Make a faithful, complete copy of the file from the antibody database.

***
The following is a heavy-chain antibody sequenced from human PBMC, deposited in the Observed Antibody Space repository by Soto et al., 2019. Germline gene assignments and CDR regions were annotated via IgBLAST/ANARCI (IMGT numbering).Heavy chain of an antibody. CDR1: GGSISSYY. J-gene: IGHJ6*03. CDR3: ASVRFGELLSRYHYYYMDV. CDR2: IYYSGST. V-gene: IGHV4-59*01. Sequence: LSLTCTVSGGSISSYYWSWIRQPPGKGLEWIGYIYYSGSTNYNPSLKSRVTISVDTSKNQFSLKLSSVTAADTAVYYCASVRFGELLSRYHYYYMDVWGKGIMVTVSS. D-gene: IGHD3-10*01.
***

The following is a heavy-chain antibody sequenced from human PBMC, deposited in the Observed Antibody Space repository by Soto et al., 2019. Germline gene assignments and CDR regions were annotated via IgBLAST/ANARCI (IMGT numbering).Heavy chain of an antibody. CDR1: GGSISSYY. J-gene: IGHJ6*03. CDR3: ASVRFGELLSRYHYYYMDV. CDR2: IYYSGST. V-gene: IGHV4-59*01. Sequence: LSLTCTVSGGSISSYYWSWIRQPPGKGLEWIGYIYYSGSTNYNPSLKSRVTISVDTSKNQFSLKLSSVTAADTAVYYCASVRFGELLSRYHYYYMDVWGKGIMVTVSS. D-gene: IGHD3-10*01.